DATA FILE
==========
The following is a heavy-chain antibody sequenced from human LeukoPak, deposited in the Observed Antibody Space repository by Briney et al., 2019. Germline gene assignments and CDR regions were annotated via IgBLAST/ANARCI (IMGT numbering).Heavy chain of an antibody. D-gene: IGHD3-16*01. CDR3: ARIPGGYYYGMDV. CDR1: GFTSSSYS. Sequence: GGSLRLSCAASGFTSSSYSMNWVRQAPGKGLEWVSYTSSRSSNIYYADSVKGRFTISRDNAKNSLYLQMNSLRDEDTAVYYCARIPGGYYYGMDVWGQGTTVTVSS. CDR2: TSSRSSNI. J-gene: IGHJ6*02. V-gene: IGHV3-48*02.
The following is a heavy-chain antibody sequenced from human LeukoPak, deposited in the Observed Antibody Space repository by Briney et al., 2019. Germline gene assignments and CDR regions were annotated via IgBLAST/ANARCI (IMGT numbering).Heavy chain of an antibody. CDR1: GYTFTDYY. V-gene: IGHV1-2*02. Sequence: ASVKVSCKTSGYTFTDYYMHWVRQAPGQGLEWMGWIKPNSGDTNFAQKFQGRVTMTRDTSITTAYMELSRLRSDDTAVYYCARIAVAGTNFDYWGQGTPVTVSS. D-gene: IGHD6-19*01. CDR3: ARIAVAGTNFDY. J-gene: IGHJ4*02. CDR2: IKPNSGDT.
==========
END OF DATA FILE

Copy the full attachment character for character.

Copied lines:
The following is a heavy-chain antibody sequenced from human LeukoPak, deposited in the Observed Antibody Space repository by Briney et al., 2019. Germline gene assignments and CDR regions were annotated via IgBLAST/ANARCI (IMGT numbering).Heavy chain of an antibody. D-gene: IGHD3-16*01. CDR3: ARIPGGYYYGMDV. CDR1: GFTSSSYS. Sequence: GGSLRLSCAASGFTSSSYSMNWVRQAPGKGLEWVSYTSSRSSNIYYADSVKGRFTISRDNAKNSLYLQMNSLRDEDTAVYYCARIPGGYYYGMDVWGQGTTVTVSS. CDR2: TSSRSSNI. J-gene: IGHJ6*02. V-gene: IGHV3-48*02.
The following is a heavy-chain antibody sequenced from human LeukoPak, deposited in the Observed Antibody Space repository by Briney et al., 2019. Germline gene assignments and CDR regions were annotated via IgBLAST/ANARCI (IMGT numbering).Heavy chain of an antibody. CDR1: GYTFTDYY. V-gene: IGHV1-2*02. Sequence: ASVKVSCKTSGYTFTDYYMHWVRQAPGQGLEWMGWIKPNSGDTNFAQKFQGRVTMTRDTSITTAYMELSRLRSDDTAVYYCARIAVAGTNFDYWGQGTPVTVSS. D-gene: IGHD6-19*01. CDR3: ARIAVAGTNFDY. J-gene: IGHJ4*02. CDR2: IKPNSGDT.